A predicted 246,713 new cases of cancer will be diagnosed in Spain in 2020. This estimate was made by the Spanish Medical Oncology Association (SEOM) in its report “2016 Cancer Statistics in Spain”, with calculations based on United Nations demographic forecasts. According to the SEOM, one out of three people will develop a tumor in their lifetime, with the most frequent being colon, prostate and lung tumors in both genders.
The incidence of cancer totaled 215,534 new cases in 2012, according to data for that year. The SEOM explains the rise in tumor diagnoses by factors such as population growth, its progressive aging, lifestyle habits and early detection or screening methods, capable of catching the disease earlier. Among other techniques, one known as the liquid biopsy makes it possible to screen for the presence of circulating tumor cells with a simple blood test.
Thanks to this method, envisioned by T.R. Ashworth nearly 150 years ago, it is now feasible to not only give an early diagnosis but also measure tumor mutations in blood. In other words, liquid biopsies are able to take a snapshot of the current state of an oncological disease. With the help of genomic sequencing, the technique evaluates the dynamics of the disease and detects changes in a tumor before the first clinical signs appear. As Victor Velculescu, professor of oncology at Johns Hopkins University states, “using this kind of non-invasive approach for early diagnosis has become the Holy Grail for cancer treatment”. This technique, in which Spain is a pioneer for application in colorectal cancer, has been in the media spotlight in recent weeks.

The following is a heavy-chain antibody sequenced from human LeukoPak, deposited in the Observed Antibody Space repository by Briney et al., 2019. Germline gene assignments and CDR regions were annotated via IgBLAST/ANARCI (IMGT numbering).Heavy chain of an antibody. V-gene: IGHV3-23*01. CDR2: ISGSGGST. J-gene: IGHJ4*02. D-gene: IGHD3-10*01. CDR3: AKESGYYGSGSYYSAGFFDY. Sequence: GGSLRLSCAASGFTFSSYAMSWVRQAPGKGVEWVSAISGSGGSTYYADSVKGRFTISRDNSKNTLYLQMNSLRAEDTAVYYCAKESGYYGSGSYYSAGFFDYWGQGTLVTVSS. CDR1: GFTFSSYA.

Illumina, specialized in DNA sequencing, has launched GRAIL, an attempt to use biotechnology to find the “Holy Grail” that will improve detection of malignant tumors. The challenge it faces is daunting; the company means to develop a single test to diagnose any type of cancer through a liquid biopsy. Its efforts will be aided by two key figures from the technology sector: Bill Gates and Jeff Bezos. The idea is to fight a disease that affects 8.2 million people around the world every year.
According to an Illumina statement, “Detecting cancer in its earliest stages radically improves long-term survival. Therefore, successful development of a pan-cancer diagnostic test for asymptomatic individuals would mark the first great turning point in the fight against overall cancer mortality”. The start-up has received initial economic support of 100 million dollars thanks to a Series A round of financing, in which Bezos Expeditions, Bill Gates, ARCH Venture Partners and Sutter Hill Ventures have all taken part.
With the launch of GRAIL, the biotechnology sector is repositioning its focus on liquid biopsies, a technique that could become the “holy grail” of the fight against cancer. Advancement in early diagnosis through projects such as this is also supported by oncology experts such as Dr. Josep Baselga, medical director of the Memorial Sloan Kettering Cancer Center of New York, where he is contributing to Illumina’s new start-up as an advisor. The entrance of iconic figures from the world of technology such as Gates or Bezos also translates into a new stream of backing for the biotech industry, as already occurred with the initiatives of Google with the launch of Calico, a company devoted to combating the effects of aging.